August 8, 2014 — Women with mutations in a gene called PALB2 have a 14% chance of developing breast cancer by age 50 and a 35% chance of developing the disease by age 70, according to a new study in the New England Journal of Medicine, MedPage Today reports (Bankhead, MedPage Today, 8/6).
PALB2 is the third gene found to potentially increase the risk of breast cancer. In the mid-1990s, researchers discovered that mutations in the BRCA1 and BRCA2 genes were tied to a heightened risk of the disease (Kelland, Reuters, 8/6). Women with BRCA1 gene mutations have been found to have a 50% to 70% chance of developing the cancer by age 70, while those with the BRCA2 have a risk of 40% to 60%, according to the New York Times. By comparison, the lifetime risk of developing breast cancer in the general population is about 12%.
Previous studies found that PALB2 mutations were linked to breast cancer, but they had not demonstrated the extent that mutations in the gene heightened carriers' cancer risk, the Times reports (Bakalar, New York Times, 8/6).
According to study co-author William Foulkes, about one in 1,000 women have the PALB2 mutation (Thompson, HealthDay/CBS News, 8/7).
For the study, researchers analyzed data from 362 family members with PALB2 mutations, representing 154 families (Reuters, 8/6). The data came from 14 different sites in eight countries.
None of the families carried BRCA1 or BRCA2 mutations, but at least one person in each family had breast cancer and a PALB2 mutation.
The study found that breast cancer risk for women under age 40 with PALB2 mutations was eight to nine times higher than among the general population. Meanwhile, the risk for women ages 40 to 60 with the mutation was six to eight times higher than the general population, while the risk for women over age 60 was five times higher.
The researchers are unsure why younger women with PALB2 mutations appear to have a higher risk of developing breast cancer.
The study also found that women with PALB2 gene mutations had a slightly higher likelihood of developing "triple negative" breast cancer, a form that is more aggressive, more resistant to hormone treatment and more likely to recur (New York Times, 8/6).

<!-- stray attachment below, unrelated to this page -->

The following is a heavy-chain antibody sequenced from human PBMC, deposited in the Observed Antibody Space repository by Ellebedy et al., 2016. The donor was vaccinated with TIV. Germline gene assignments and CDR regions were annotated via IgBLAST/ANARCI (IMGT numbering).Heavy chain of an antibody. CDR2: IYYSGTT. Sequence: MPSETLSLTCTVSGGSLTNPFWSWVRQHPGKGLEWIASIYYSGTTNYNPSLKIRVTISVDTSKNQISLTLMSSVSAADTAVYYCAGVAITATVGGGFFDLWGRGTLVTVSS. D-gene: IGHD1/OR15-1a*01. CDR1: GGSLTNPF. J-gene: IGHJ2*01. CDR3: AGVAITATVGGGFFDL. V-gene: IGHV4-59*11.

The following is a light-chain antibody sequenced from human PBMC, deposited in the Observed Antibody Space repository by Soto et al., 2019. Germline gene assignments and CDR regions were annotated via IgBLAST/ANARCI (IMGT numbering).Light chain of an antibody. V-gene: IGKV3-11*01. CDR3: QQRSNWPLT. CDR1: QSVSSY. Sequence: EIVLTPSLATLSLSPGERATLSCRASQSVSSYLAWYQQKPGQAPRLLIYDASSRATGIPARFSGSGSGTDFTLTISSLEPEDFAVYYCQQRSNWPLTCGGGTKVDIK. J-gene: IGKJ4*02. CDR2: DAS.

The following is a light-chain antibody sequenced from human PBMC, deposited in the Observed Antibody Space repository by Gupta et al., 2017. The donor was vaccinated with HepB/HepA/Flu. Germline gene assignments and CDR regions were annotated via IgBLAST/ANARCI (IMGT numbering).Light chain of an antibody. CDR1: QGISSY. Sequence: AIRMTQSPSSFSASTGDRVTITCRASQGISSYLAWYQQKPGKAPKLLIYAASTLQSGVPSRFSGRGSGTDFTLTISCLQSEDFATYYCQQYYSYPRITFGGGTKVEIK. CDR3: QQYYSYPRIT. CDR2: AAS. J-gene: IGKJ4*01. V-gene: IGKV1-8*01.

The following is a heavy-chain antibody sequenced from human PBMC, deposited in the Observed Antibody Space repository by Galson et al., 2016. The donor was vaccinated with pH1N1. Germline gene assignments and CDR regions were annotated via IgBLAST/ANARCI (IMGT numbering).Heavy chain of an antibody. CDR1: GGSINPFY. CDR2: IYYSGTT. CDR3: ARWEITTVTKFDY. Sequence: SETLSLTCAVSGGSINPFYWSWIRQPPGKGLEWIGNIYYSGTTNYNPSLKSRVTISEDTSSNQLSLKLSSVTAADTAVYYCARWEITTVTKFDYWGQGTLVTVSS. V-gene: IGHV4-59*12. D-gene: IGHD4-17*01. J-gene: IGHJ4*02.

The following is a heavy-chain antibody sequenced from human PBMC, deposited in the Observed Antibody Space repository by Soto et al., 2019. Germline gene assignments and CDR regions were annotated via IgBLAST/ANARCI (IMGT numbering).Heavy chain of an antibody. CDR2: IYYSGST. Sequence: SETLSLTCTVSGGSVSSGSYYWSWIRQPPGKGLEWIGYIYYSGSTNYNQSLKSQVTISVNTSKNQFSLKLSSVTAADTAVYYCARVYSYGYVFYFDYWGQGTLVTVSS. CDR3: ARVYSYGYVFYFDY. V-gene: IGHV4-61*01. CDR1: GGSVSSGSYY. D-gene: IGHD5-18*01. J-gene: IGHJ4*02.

The researchers also found that individuals with PALB2 mutations had more than twice the risk of ovarian cancer, compared with the general population (MedPage Today, 8/6).
Certain diagnostic laboratories offer tests to detect the PALB2 mutation. Researchers recommended that women who are found to carry the mutation undergo additional surveillance, such as receiving an MRI breast scan (Reuters, 8/6).
Additional Gene Associated With Breast Cancer Risk
In related news, mutations of the multiple endocrine neoplasia type 1 gene -- or MEN1, which normally acts as a tumor-suppressor -- also increase women's risk of breast cancer, according to a study described in a NEJM letter to the editor, MedPage Today reports (MedPage Today, 8/6).
Although MEN1 mutations were known to lead to a rare form of cancer called multiple endocrine neoplasia, the study is the first to show that those women with the disease also have a more than doubled risk of breast cancer. Researchers noted that because multiple endocrine neoplasia is so rare, the findings are mainly important to women in that population (HealthDay/CBS News, 8/7).